Eileen Myles is having a cultural moment. The 66-year-old poet has been chronicling life in New York as a feminist and a lesbian for 40 years, publishing 19 volumes of poetry and criticism and hanging out with the likes of Allen Ginsberg and Alice Notley in the city’s East Village scene since the 1970s. She published a novel, too, in 1994, called Chelsea Girls. The cult classic was re-released in 2015 and heralded the start of the new Myles era, a surge in popularity of her books and references to her from young feminists, pop stars, and TV writers, including those of the show Transparent, as well as Lena Dunham and Tavi Gevinson.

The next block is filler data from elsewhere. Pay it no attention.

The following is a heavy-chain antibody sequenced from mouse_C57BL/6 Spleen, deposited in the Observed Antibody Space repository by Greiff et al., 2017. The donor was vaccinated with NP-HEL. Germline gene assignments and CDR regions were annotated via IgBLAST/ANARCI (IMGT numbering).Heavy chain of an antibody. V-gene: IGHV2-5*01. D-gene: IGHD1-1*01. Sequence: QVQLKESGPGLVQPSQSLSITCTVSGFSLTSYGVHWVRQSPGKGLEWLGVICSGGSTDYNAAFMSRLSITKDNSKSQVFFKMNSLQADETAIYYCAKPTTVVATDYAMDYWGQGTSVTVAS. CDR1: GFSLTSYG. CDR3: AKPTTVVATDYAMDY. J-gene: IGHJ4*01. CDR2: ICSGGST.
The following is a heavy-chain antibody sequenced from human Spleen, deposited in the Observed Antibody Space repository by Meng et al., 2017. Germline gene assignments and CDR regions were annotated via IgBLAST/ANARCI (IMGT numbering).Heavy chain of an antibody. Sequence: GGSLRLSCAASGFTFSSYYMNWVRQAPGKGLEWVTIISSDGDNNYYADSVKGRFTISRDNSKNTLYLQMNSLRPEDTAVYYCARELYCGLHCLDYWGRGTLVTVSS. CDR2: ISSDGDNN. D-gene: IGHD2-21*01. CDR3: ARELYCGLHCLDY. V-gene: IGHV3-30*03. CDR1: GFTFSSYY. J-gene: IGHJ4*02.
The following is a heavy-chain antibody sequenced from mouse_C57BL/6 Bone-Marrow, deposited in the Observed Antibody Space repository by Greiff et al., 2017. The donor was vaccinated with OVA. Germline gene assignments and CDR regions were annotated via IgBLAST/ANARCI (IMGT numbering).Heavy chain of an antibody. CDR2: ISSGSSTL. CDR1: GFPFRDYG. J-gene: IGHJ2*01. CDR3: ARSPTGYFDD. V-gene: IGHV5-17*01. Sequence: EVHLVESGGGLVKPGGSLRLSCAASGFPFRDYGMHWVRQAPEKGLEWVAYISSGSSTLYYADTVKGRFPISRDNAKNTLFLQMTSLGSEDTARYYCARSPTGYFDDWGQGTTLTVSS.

Myles told The New York Times recently that she believes social media has played a role in her sudden popularity.
‘’I think what social media has done is made us relish variables. You know? We’re just living in these floating fragmentations,” she told the paper, noting that now, it seems “everybody’s queer — everybody’s wrongly shaped for a culture that requires conformity.”
Myles chronicles life in New York in the ‘70s and ‘80s, bridging such of-the-moment topics as hook-up culture, sexual violence, and sexual identity. Myles said that her material may have been “too queer” for their time, but her essayistic, autobiographical fiction is finding a friendlier audience now.
Read the full story at The New York Times.